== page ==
Exams focused on to testing the concepts learned in lecture by applying general knowledge to certain molecules or reactions to determine the output, or to explain why a certain outcome could be expected. Generally the exact situation will be different from the examples you’d already seen, but applying the same principles and patterns will help you to arrive at the right answer. There are multiple practice exams uploaded on Blackboard, and if you are able to find the time to do all of these, or at least look through them all, they will prepare you very well. Reading the assigned chapters in the textbook to supplement studying the lectures can also be very helpful, as can doing additional problems from the back of the chapters in the textbook. Also make sure you look through the precept problem sets again before the exam.
Labs are also a component of the grade. You will have lab each week, and 3-4 lab reports due throughout the semester. Lab reports are straightforward recap and analysis of your results, and are looked over once by the TA, then you are allowed to make corrections and then submit again. Lab material parallels what you’ve learned in lecture, only offers addition examples and experimental proof of the concepts. Sometimes the products of your experiments are taken and tested for quality and purity. There are also lab questions on every exam that ask you to engage with the material you learned in lab, or discuss elements of the procedure. These count towards your lab grade.
There is no required weekly homework, but there are problem sets that students start in precept, but generally don’t have time to finish in precept. Finish them when you get back to your dorm, or sometime that week!! They are very helpful and let you keep on top of the material. There are also recommended textbook readings and problems. Do them if you can – ideally as the semester goes on, but if you have to do all the readings the week before an exam it is still generally worth it.
Along with the textbooks provided, students generally reach for the Internet in studying or learning to understand concepts. These alternate explanations can be extremely helpful in solidifying or explaining concepts that you might have struggled with from Semmelhack’s or your preceptor’s explanations.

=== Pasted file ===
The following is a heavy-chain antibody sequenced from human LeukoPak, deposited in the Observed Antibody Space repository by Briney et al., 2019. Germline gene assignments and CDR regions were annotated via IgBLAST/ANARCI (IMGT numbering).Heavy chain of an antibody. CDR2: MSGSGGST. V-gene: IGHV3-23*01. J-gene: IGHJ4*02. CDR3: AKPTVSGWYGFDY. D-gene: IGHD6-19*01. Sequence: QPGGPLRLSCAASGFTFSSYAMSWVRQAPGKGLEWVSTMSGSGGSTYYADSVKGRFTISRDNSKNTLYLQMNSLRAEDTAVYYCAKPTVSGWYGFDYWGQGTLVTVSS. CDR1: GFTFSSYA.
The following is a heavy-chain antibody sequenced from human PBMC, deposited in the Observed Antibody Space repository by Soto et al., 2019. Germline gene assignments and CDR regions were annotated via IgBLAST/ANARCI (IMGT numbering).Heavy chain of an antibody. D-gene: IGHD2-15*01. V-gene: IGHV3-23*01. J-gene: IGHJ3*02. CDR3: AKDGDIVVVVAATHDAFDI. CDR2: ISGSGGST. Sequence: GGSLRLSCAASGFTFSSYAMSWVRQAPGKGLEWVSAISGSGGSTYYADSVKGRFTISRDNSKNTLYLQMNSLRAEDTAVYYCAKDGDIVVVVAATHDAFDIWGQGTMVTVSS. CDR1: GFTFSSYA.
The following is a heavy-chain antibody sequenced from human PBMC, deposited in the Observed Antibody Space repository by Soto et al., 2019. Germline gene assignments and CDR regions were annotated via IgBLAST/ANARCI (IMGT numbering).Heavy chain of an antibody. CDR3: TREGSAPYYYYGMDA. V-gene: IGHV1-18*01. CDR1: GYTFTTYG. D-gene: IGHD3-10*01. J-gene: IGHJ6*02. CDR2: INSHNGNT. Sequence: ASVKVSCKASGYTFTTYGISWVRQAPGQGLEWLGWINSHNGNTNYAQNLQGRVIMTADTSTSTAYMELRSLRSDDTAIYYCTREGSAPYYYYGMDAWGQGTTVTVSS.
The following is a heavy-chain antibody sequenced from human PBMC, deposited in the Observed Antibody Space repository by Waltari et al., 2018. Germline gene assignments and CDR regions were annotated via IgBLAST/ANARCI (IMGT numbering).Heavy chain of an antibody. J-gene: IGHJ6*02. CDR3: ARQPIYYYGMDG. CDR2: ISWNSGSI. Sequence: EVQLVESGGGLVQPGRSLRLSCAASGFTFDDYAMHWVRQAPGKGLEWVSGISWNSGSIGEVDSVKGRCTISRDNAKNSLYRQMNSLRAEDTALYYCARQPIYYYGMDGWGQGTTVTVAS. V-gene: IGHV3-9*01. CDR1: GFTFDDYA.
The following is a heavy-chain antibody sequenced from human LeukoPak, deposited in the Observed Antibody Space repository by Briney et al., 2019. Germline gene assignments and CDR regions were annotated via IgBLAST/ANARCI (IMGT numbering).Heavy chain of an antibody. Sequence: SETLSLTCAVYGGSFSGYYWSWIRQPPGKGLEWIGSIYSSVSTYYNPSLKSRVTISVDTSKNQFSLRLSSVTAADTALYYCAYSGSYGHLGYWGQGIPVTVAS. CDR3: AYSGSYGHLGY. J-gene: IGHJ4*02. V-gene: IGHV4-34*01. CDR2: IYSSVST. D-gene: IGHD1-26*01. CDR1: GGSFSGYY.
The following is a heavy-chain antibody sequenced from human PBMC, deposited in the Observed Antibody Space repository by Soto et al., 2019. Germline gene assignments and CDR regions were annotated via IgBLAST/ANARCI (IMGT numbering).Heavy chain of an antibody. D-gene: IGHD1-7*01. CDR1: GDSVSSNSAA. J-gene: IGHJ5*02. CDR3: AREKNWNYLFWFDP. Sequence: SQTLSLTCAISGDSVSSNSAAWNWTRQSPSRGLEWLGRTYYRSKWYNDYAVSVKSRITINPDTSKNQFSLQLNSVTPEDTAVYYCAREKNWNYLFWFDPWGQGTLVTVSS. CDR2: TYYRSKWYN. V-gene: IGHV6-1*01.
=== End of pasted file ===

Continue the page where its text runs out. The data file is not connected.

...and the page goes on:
Your fellow classmates can also be a great resource – form a study group or talk over the concepts with your friends before the exam. Getting fresh perspectives, or trying to teach a concept, really helps you to remember it.
Both Semmelhack and preceptors have office hours, or you can email them to set up an appointment if you have particularly pressing questions. Go to them!! They are happy to be able to help students. Come with questions that you want answered.
Finally, the McGraw Learning Center has both Study Halls, where you can work in groups with the help of a tutor, and Individual Tutoring, for one-on-one discussion of whatever you are struggling with, for students in Orgo. Students who excelled in this course in previous years come back to share their knowledge, and can be extremely helpful. Come with questions, or just work on the material, but be sure to ask whenever you need help.
What Students Should Know About This Course For Purposes Of Course Selection
People can make a big deal, groaning and complaining bitterly, about “Orgo”. Some people actually really love the course, however. In the end, most students will take it because they need it for a requirement, either for medical school or a major. That being said, I took it voluntarily, and I know others who did as well, so don’t shy away from it even if it isn’t expressly required for your career path or major – it will probably be useful for most science fields.
CHM 303 is a lot of material, but if you’ve taken chemistry before, which you should have before taking this course, the fundamentals aren’t hard to grasp, and from there it is just learning to recognize certain types of problem, and then apply the concepts you’ve learned. Practice, practice, practice, and make sure you have a fundamental grasp of the concepts when you enter the exam, and you’ll do well.